Great interview.

  11. Labels are like boxes, all I care about is what's inside!

  12. Good luck with the editing! I'm right there with you sista! ;o))

  13. Phew.... flown all the way up to say hi to you both...hi! Laugh!
    I can't wait to read Liz's book when it is out, lucky you getting a sneek preview! Good luck with the revisions...No I'm heading back to the sun....bye ladies!

  14. Great point, Liz. I used to feel that way about historical romance--that by reading it it was less literary. But i LOVED it! Sure, I'd joke about my next trashy romance pick, but it didn't change the fact I'd devour it with bated breath.
    I know chick lit has a similar stigma, but I kinda like the fact it's geared toward chicks. Because let's face it, guys just don't get it. And by reading a book with a chick lit label, I trust it will live up to my expectations that only a woman author can employ.

  15. Thanks for having me here today, Talli!

    @Alex: The SFF shelf in the bookstores around me have exploded. Popular genre.

    @Shirley: Hi Shirley! Fancy meeting you here - and thank you!

    @Andrew: Thank you and glad you like it.

    @Siv: Sheep? Definitely. :-)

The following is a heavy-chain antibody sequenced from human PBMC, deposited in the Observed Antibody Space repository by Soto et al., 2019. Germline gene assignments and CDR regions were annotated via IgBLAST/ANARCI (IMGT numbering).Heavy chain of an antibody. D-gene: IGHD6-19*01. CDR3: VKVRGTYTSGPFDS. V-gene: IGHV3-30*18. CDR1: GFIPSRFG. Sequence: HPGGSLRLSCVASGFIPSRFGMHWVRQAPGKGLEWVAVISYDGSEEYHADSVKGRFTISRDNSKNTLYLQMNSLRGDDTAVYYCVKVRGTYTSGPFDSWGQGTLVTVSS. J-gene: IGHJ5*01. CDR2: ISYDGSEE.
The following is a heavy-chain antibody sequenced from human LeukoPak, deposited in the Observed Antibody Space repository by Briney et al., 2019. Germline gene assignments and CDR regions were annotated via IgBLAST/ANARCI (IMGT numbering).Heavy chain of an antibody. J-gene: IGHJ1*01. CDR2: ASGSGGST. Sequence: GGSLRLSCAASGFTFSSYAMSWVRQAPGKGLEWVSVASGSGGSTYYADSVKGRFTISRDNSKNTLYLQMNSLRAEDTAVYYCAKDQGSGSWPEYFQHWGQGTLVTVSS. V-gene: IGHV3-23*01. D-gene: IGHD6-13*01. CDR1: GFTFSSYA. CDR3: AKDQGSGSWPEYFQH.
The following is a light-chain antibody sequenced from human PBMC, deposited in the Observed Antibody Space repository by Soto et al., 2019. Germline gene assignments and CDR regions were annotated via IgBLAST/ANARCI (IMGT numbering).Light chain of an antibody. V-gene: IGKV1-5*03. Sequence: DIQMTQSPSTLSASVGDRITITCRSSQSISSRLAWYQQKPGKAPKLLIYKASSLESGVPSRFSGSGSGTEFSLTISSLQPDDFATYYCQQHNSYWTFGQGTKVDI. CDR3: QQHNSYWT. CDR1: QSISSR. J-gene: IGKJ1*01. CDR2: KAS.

@jabblog: I'm totally with you on that.

    @OldKitty: Hello to you too!

    @Darian: Yes, agreed but probably the next topic to discuss would be book covers. So very important.

    @Joanne: Yes! A hook and characters that we care about (or care what happens to them).

    @Christa: The MG and YA sections have exploded as well the last few years. I think a lot of so called "chick lit" has found its way on the YA shelves in recent years.

    @Matthew: I like that. :-)

  16. @Pauline: How's the sunshine and ocean?? You lucky duck. :-)

    @PK: That is so well said. Thank you.

  17. My series falls somewhere between YA, contemporary, and chick lit - and I hated that I had to pick just one genre.

  18. Story. I read mostly genre books, but they range from chick lit to thriller and everything in between.

    Happy Weekend to both of you :)

  19. As long as it has characters I care about and a good story, I don't care what it's called. I think the labels are ridiculous because good chick lit could also be classified as literary fiction. Talli, best of luck with your edits. Liz, nice to see you over here.

  20. Hello Liz and Talli,